Hampshire Constabulary launched the "Steer Clear" campaign in October 2012.

The Hampshire Constabulary have teamed up with British Cycling to launch a safety campaign called ‘Steer Clear‘.

UPDATE 08/10/2012: The Hampshire Constabulary have announced today that they will be having a Q&A session near to the end of the campaign via their Facebook account (HERE): “Got a question or opinion on our #SteerClear cycle safety campaign? Sgt Darren Ord will be hosting a live chat here at 1pm on Mon, Oct 29.”

The campaign’s stated purpose is to help improve the safety of all people on the roads but their campaign pamphlet only targets the most vulnerable.

Sergeant Darren Ord, who is co-ordinating the campaign, told Heart-FM: “Steer Clear is really important to us, because it is designed purely to save life and stop people being injured on our roads. Our message to cyclists is very simple; be safe and be seen.”

The police later stated via their Facebook account,

“Some cyclists are responsible for collisions just as some car drivers are. This isn’t about blaming one group or another. It’s about educating one group that more often than not finds itself coming off worse in a collision.”

The police will be handing out a leaflet and erecting signs naming the campaign. The pamphlet lists four cycle safety tips and a series of bicycling offences that could result in a £30 fine or court summons.

The police tell people on bicycles to "Steer Clear" of cycle offences.

CRITICISM

There is no advice or list of offenses in the pamphlet for people who are driving cars, motorcycles or heavy goods vehicles. For that reason, there has been criticism of the campaign by some.

A popular online commenter nicknamed Freewheeler stated, “If the police were at all interested in making the roads safer they could start taking driver crime seriously”.

CRASH RESPONSIBILITY

The Department of Transport (DfT) state: Between 2010 and 2011, the percentage of cars and motorcycles exceeding the 30 mph speed limit increased to 47 and 50 per cent respectively.

Most of Whitchurch has a 30mph speed limit.

More concerning, the DfT also state that 71% of heavy goods vehicles exceeded the 40 mph limit on single carriageway non-built-up roads. That is, nearly 3 in 4 people driving large lorries on roads similar to the B3400 leading into Whitchurch are speeding.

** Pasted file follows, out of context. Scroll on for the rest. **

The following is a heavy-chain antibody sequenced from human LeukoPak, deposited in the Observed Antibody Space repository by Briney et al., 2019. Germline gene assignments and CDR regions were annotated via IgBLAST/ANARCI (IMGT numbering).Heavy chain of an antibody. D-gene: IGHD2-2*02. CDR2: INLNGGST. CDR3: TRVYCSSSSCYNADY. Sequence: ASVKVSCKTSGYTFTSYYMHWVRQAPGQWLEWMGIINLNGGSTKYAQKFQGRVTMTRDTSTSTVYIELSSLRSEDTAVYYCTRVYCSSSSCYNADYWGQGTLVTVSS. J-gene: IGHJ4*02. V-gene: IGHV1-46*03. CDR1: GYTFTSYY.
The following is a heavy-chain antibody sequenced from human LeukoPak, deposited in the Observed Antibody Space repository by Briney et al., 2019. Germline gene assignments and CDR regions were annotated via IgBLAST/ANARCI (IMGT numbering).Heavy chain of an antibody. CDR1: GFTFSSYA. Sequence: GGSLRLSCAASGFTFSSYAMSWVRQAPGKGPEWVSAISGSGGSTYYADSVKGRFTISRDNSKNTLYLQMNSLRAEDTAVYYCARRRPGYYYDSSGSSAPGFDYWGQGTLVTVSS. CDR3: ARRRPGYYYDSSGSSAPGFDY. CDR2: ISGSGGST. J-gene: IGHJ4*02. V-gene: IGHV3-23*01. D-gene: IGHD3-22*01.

In 2011, 57% of pedal cycle fatalities were from a collision with a car, a further 25% with a heavy goods vehicle – in other words, motor vehicles accounted for 82% of all deaths.

The DfT state that in 2011, the main reason reported for crashes is a person failed to look properly (the CTC are currently running a separate campaign on that called STOP-SMIDSY).

In London during 2010, the motor vehicle driver was found to have caused the death or serious injury to a person on a bicycle 56% of the time; Just 6% of the time it was fault of the person on the bicycle (the blame was not clear in the remainder). Recently, the mayor of London was forced to “set the record straight” on his incorrect claim during the mayoral election that it was otherwise.

The police suggest ways they think people on bicycles can improve road safety.

PSYCHOLOGICAL STUDY

Dr Walker, a traffic psychologist from Bath University’s Department of Psychology, told the BBC in 2006 that “when drivers overtake a cyclist, the margin for error they leave is affected by the cyclist’s appearance.”

Published, peer reviewed research done by Dr Ian Walker at Bath University found that people riding a bicycle who wear protective helmets are more likely to be knocked down by passing vehicles. The effect of wearing Hi-Viz was not studied in his research.

TRAINING AND TIPS

The bicycling safety tips offered in the Steer Clear pamphlet are:-

  1. Don’t be shy (show other road users where you’re going, look people in the eye)
  2. Filter tips (overtake on the right, divert yourself onto slip roads)
  3. Red lights (don’t run red lights or ride on pavement unless “a lorry is about to squash you”)
  4. Be seen (law requires use of white front light and red read light plus a red rear reflector and four pedal reflectors; consider wearing reflective strips)

A way for people to improve their confidence when riding a bicycle is to take a training course, such as those offered by the local business Hampshire Cycle Training.


References

Note: This article was updated on 8 October 2012 after the police published their own press release and gave a quote about the campaign via their Facebook account.

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